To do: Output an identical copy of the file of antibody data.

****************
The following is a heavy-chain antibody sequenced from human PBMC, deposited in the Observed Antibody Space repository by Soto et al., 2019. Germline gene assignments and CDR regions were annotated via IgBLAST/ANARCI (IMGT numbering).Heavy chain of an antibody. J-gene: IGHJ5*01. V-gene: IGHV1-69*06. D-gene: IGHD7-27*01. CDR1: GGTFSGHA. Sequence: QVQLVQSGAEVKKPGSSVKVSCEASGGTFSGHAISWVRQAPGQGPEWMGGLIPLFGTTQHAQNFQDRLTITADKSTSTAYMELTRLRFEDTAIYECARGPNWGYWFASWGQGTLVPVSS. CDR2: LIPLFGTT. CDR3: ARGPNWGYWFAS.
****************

The following is a heavy-chain antibody sequenced from human PBMC, deposited in the Observed Antibody Space repository by Soto et al., 2019. Germline gene assignments and CDR regions were annotated via IgBLAST/ANARCI (IMGT numbering).Heavy chain of an antibody. J-gene: IGHJ5*01. V-gene: IGHV1-69*06. D-gene: IGHD7-27*01. CDR1: GGTFSGHA. Sequence: QVQLVQSGAEVKKPGSSVKVSCEASGGTFSGHAISWVRQAPGQGPEWMGGLIPLFGTTQHAQNFQDRLTITADKSTSTAYMELTRLRFEDTAIYECARGPNWGYWFASWGQGTLVPVSS. CDR2: LIPLFGTT. CDR3: ARGPNWGYWFAS.